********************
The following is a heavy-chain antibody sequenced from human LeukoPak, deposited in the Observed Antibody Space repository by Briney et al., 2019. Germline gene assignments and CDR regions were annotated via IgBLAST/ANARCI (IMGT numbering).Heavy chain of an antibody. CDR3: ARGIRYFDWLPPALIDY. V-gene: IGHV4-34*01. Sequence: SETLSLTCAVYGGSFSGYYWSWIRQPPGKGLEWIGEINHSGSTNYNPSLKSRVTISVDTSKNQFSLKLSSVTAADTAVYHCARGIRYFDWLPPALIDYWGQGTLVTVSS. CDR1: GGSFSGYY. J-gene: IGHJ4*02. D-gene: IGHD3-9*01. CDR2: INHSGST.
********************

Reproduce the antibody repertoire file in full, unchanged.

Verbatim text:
The following is a heavy-chain antibody sequenced from human LeukoPak, deposited in the Observed Antibody Space repository by Briney et al., 2019. Germline gene assignments and CDR regions were annotated via IgBLAST/ANARCI (IMGT numbering).Heavy chain of an antibody. CDR3: ARGIRYFDWLPPALIDY. V-gene: IGHV4-34*01. Sequence: SETLSLTCAVYGGSFSGYYWSWIRQPPGKGLEWIGEINHSGSTNYNPSLKSRVTISVDTSKNQFSLKLSSVTAADTAVYHCARGIRYFDWLPPALIDYWGQGTLVTVSS. CDR1: GGSFSGYY. J-gene: IGHJ4*02. D-gene: IGHD3-9*01. CDR2: INHSGST.